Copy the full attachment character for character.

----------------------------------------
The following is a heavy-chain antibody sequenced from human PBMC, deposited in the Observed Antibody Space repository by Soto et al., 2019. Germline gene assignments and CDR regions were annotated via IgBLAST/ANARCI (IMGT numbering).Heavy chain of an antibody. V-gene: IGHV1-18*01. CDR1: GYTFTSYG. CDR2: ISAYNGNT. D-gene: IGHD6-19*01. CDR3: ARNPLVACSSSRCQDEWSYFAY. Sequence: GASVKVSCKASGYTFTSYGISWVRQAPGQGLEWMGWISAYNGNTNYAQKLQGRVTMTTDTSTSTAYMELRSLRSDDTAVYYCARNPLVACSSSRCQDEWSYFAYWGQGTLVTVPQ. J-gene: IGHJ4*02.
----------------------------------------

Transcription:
The following is a heavy-chain antibody sequenced from human PBMC, deposited in the Observed Antibody Space repository by Soto et al., 2019. Germline gene assignments and CDR regions were annotated via IgBLAST/ANARCI (IMGT numbering).Heavy chain of an antibody. V-gene: IGHV1-18*01. CDR1: GYTFTSYG. CDR2: ISAYNGNT. D-gene: IGHD6-19*01. CDR3: ARNPLVACSSSRCQDEWSYFAY. Sequence: GASVKVSCKASGYTFTSYGISWVRQAPGQGLEWMGWISAYNGNTNYAQKLQGRVTMTTDTSTSTAYMELRSLRSDDTAVYYCARNPLVACSSSRCQDEWSYFAYWGQGTLVTVPQ. J-gene: IGHJ4*02.